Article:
There were four of them in the call. The sight of her colleagues brought a smile to Libby’s face. It was like seeing friends.

“Basic plot,” John said, “is we’ve got a huge backlog of tickets to resolve. It’s enough to keep us occupied for months.”

“It’ll be many months, given the new project starts soon.”

“Exactly. Loads of our worries could be resolved by that project. So my thought is, what if we shuffle everything we can into that project, and just do the things that are genuinely urgent? These bits, for instance.” He switched to share his screen so he could display a list.

Libby frowned at the list. “There are bits here that are wrong. But, yes, the idea is right. It would make it manageable. What I don’t get is, this is a scope change. How do you plan to sell it to our internal customers and the senior management?”

“That’s the easy part. We can’t cope at the moment – that’s become obvious to everyone. We’re wearing people out and creating disappointments.”

Libby’s frown deepened. “We tried asking for a scope change before you joined. It didn’t work out.”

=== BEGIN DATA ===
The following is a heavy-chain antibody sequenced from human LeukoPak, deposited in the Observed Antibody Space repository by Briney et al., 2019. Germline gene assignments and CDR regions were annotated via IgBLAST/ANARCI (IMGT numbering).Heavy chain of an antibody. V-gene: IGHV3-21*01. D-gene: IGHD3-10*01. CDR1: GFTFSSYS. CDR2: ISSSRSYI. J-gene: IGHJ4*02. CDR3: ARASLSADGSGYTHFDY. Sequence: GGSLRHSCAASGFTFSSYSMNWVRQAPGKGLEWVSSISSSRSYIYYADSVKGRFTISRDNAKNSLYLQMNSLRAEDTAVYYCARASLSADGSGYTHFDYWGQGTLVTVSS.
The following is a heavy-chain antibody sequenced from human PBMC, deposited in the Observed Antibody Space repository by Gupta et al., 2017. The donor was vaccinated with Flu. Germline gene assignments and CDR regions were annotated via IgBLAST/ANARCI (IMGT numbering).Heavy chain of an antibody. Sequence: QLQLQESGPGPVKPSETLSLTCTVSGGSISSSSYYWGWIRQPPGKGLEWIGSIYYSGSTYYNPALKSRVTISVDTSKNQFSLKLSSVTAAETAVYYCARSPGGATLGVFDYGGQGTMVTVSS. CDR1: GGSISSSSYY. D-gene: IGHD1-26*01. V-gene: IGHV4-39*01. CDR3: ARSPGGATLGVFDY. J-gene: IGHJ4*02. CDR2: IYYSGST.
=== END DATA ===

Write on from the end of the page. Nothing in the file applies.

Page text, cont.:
“The timing was wrong. Now it’s different. The pain is bleeding obvious, and the new project has been approved. What do you all think?” Libby raised a paw – hers, not the rabbit’s. “I vote for today being different.” They looked confused. “Look, I can face it all if there’s an end in sight. And as you keep saying when we talk about this technology, there’s going to be more big surprises.”

Commentary on “Too many unknowns”

This story was written to illustrate what happens in intelligence-led project management when there are too many things that were not understood. That’s “known unknowns”, or “unquantifiable risks” in project speak. Where there are loads of known unknowns, there are usually surprises waiting to come – the unknown unknowns.

Managing too many unknowns requires extra effort, especially around research, finding solutions and internal communications. That’s where intelligence-led project management comes in. It’s an extension to agile project managements such as Kanban, Scrum, DSDM.

The same technique also applies to classic projects following systems such as Prince 2. The brief discussion above would have been followed by a short description of a project exception, to be approved by the steering committee. (For more, see https://www.stakeholdermap.com/project-templates/prince-2-exception-report.html ) The snag for projects without agile disciplines, is that they seldom have the mechanisms and skills needed for the research and communications, so everything takes longer and costs more.

Intelligence-led project management is designed for cases where there are too many unknowns.